James, you give a great template for how a business needs to move forward in their chosen niche online. Quite informative and the meeting of minds has been something a number of us have done online and in person to gain better insight into our small similar businesses. Thank you for sharing your detailed approach to increasing organic traffic...content still is king.
You could spend a week researching and writing a 3,000 word in-depth guide only to find that in a month its traffic is being eclipsed by a 300 word blog that took you one tenth of the time to write. That little gem could start ranking for some pretty valuable keywords – even if you never planned for it to. Give it a makeover and you’ll see your rankings on SERPs (search engine results pages) and organic traffic values soar. We’ve seen this strategy work with both our clients and our own website. Big bonus: it’s actually an easy strategy to pull off. Here’s how:
But now, that is all changing. We can still see all of that information ... sometimes. Things got a whole heck of a lot more complicated a little over a year ago, when Google introduced SSL encryption . What does that mean? It means Google started encrypting keyword data for anyone conducting a Google search while logged in to Google. So if you're logged in to, say, Gmail when you do a search, the keyword you used to arrive on a website is now encrypted, or hidden. So if that website drilled down into its organic search traffic source information, they'd see something like this:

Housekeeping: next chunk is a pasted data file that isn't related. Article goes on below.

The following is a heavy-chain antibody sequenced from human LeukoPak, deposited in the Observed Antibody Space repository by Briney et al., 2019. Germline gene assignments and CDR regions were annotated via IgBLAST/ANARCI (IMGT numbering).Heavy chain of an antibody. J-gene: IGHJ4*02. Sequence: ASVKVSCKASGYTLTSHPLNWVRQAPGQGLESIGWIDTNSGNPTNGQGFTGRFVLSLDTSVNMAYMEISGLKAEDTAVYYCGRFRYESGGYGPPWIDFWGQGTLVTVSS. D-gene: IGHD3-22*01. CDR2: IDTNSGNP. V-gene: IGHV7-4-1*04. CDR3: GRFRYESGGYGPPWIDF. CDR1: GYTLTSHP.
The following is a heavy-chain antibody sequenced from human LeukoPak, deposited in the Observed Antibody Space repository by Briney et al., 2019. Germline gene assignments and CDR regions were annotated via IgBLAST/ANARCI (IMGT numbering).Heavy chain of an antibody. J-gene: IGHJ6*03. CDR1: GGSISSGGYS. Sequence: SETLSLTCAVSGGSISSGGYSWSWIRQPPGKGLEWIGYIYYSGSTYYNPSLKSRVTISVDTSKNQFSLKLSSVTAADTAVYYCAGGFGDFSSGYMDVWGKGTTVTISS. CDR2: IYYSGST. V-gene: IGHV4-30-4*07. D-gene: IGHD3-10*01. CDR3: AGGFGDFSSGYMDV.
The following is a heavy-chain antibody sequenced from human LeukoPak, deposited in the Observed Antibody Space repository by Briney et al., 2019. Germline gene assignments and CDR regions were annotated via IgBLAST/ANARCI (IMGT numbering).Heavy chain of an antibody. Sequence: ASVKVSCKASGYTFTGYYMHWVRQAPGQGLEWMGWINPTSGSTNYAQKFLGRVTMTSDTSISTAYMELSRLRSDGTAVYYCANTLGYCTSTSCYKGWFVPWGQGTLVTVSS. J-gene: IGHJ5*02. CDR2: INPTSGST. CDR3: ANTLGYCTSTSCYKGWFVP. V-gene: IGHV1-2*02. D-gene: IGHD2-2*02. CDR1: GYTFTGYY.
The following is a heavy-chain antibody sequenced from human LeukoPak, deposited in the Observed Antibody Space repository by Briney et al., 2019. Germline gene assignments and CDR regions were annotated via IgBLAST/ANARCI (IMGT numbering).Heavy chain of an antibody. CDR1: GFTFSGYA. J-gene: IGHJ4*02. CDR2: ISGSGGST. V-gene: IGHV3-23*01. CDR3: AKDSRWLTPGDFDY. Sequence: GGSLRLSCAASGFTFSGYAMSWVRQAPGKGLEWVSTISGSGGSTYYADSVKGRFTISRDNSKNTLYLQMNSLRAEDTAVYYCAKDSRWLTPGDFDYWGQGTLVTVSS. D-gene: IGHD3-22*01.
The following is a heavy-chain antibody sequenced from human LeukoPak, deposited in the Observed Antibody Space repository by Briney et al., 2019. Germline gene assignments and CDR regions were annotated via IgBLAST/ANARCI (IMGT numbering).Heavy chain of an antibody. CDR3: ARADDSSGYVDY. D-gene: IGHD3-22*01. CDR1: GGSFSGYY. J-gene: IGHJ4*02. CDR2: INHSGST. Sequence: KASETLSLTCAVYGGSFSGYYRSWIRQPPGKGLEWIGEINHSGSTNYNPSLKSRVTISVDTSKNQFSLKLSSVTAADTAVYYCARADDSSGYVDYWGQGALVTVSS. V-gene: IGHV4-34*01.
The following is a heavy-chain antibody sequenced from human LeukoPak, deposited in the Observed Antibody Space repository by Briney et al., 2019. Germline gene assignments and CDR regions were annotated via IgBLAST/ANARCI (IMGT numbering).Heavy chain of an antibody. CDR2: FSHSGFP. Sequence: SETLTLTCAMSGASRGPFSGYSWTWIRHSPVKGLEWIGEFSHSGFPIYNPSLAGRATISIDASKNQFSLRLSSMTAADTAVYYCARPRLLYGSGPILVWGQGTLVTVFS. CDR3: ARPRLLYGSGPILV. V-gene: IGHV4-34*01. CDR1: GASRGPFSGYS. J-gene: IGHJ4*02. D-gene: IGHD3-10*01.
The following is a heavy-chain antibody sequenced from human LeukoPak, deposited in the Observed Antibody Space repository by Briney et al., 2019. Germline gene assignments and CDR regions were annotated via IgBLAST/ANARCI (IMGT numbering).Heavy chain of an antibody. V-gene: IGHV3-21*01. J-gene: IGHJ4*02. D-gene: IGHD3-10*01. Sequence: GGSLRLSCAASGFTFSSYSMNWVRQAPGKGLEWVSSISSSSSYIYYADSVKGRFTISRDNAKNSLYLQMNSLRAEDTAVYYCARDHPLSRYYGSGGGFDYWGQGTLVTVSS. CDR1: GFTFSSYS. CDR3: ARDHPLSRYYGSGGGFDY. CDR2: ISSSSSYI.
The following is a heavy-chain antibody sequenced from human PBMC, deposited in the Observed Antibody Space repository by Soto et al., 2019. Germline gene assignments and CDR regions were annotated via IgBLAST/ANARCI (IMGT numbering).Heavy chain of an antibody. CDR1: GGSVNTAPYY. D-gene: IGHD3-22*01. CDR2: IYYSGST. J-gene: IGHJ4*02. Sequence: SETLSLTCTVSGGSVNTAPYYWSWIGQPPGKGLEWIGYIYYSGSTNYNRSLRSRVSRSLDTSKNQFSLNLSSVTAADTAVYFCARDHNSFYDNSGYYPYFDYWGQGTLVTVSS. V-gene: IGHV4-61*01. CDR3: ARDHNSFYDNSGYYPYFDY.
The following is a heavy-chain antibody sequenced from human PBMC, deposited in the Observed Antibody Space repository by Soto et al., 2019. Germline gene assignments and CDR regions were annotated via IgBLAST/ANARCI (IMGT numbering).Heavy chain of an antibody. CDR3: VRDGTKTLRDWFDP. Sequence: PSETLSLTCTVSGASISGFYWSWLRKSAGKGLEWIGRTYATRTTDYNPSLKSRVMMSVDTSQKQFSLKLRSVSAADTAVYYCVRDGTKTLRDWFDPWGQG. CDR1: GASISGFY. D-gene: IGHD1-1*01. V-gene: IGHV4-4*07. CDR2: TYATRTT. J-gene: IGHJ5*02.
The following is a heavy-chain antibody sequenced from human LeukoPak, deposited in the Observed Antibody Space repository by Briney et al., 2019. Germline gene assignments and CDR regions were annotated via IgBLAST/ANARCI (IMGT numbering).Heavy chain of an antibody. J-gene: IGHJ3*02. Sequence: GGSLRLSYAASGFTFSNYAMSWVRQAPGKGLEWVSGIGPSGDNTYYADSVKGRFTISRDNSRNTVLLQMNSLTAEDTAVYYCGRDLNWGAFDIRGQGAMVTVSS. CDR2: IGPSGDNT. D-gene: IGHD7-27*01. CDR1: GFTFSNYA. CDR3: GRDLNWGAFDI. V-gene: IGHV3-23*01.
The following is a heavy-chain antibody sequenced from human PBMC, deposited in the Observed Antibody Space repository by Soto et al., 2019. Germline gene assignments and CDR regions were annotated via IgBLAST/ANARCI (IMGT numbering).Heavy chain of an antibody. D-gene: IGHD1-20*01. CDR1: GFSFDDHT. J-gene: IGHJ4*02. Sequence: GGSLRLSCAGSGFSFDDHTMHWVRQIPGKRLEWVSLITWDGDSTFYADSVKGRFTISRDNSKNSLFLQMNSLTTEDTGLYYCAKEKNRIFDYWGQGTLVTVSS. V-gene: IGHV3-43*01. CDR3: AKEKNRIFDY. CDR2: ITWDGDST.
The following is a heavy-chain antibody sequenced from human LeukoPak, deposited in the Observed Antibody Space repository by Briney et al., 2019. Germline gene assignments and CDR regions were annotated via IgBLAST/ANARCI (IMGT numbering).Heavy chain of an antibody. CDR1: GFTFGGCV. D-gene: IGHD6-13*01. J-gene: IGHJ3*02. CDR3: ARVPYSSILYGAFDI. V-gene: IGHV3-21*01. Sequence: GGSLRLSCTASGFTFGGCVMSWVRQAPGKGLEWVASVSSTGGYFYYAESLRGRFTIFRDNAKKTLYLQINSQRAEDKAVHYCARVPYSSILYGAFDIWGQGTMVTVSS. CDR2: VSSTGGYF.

It might happen to have some lost links from now and then or a broken page due to some crawling issue or something similar. Yet, when your broken pages and links form up a figure just as big as your phone number, then you might be facing a problem; in terms of site user experience and organic traffic as well. Your bounce rate will increase, your overall usability, you will be loosing links and therefore you will start asking yourself “why did my organic traffic drop”?
If your page is ranking for a keyword like “social media management,” you might want to look into similar long-tail keywords, such as “social media management pricing” or “social media management tools.” Chances are, adding in sections that address these subjects will be fairly easy. Additionally, by adding in a few extra long-tail keywords, you’ll have the added bonus of increasing the total keyword density of the page.
A few links down and I've noticed that Brian has a link from WordPress.org. Not bad! Turns out that his content has been referenced within one of WordPress's codex posts. If I were to reach out and offer some additional insight, citing one of my articles, there's a chance I could bag a similar link, especially considering they have a 'Useful Resources' section.
To sum up all of this information, even organic traffic, like direct traffic, has some gray areas. For the most part, though, organic traffic is driven by SEO. The better you are ranking for competitive keywords, the more organic traffic will result. Websites that consistently create content optimized for search will see a steady increase in organic search traffic and improved positioning in the search results. As a marketer, it is important to look at your keywords and high-ranking pages to identify new SEO opportunities each month.